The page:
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Old 28th September 2012, 01:46 PM   #1
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Default Generate a 44 KHz sine wave

Hi everybody, I would like to know how can I generate a 44 KHz sine wave with my computer. This is for cleaning purposes (Ultrasonic cleaner)

As far as Im concerned, most of programs like soundforge, audacity or Tone Generator (Tone Generator Software - Audio Test Tone and Sound Frequency Generator) let you generate a sine wave but the maximum value is aproximately 22 KHz.

I own a capable sound card which sample rate reaches the 96 KHz. I think there should be a way to do this.

Could somebody help me please?

Thanks a lot!

Leandro F.
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Old 28th September 2012, 04:19 PM   #2
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A Square wave maybe if create it yourself sample by sample.
It would much easier using an opamp for a sine wave or a 555 timer for a sqaure or sawtooth wave.

You don't have a high enough sample rate to create a decent sine wave with only 2 or 3 samples per cycle.

jer

Last edited by geraldfryjr; 28th September 2012 at 04:23 PM.
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Old 28th September 2012, 04:32 PM   #3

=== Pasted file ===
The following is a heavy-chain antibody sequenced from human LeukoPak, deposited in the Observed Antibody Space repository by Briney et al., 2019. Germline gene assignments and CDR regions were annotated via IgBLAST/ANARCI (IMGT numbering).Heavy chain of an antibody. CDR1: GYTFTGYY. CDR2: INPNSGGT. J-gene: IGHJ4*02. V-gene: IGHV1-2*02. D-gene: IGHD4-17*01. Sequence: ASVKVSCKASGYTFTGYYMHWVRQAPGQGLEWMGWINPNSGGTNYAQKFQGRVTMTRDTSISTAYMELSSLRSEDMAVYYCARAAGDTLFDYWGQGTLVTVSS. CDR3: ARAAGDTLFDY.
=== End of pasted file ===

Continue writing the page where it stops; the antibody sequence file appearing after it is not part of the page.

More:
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Thanks for your response!!! Is there a tutorial which explains how to do that? I dont have much experience with waves
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Old 28th September 2012, 04:39 PM   #4
Mooly is offline Mooly  United Kingdom
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To do any of this requires assembling a few components to make an oscillator and I'm guessing (maybe quite wrongly ) that you haven't done much like this before. There are always ways and means though. A small 9 volt battery powered design is probably quite feasable and component cost would be minimal.

As you were thinking of using a soundcard and PC I assume you need a low level (say 1 volt) signal at 44Khz. Is the frequency super critical ? I suspect not for driving ultrasonic transducers.
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Old 30th September 2012, 02:18 AM   #5
Simon B is offline Simon B  United Kingdom
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Not really audio......

You don't say anything about what transducer you intend to use, or give its specs, but I can't imagine using a soundcard is going to do anything much useful for you that couldn't be done much more easily by other means.

Usually transducers for cleaning are piezo with high Q, so frequency is fairly important, self-resonant (and thus self tuning) drive signal generation is often employed. Power levels are high compared to soundcard outputs, and the frequencies usually beyond audio amp capabilities. Waveforms applied are usually square.

Take a look at these:

Ultrasonic Cleaning Transducer--Ultrasonic Cleaning Transducer from Beijing Yongda Ultrasonic

http://jumperone.com/files/2012/02/u...ic_Cleaner.pdf
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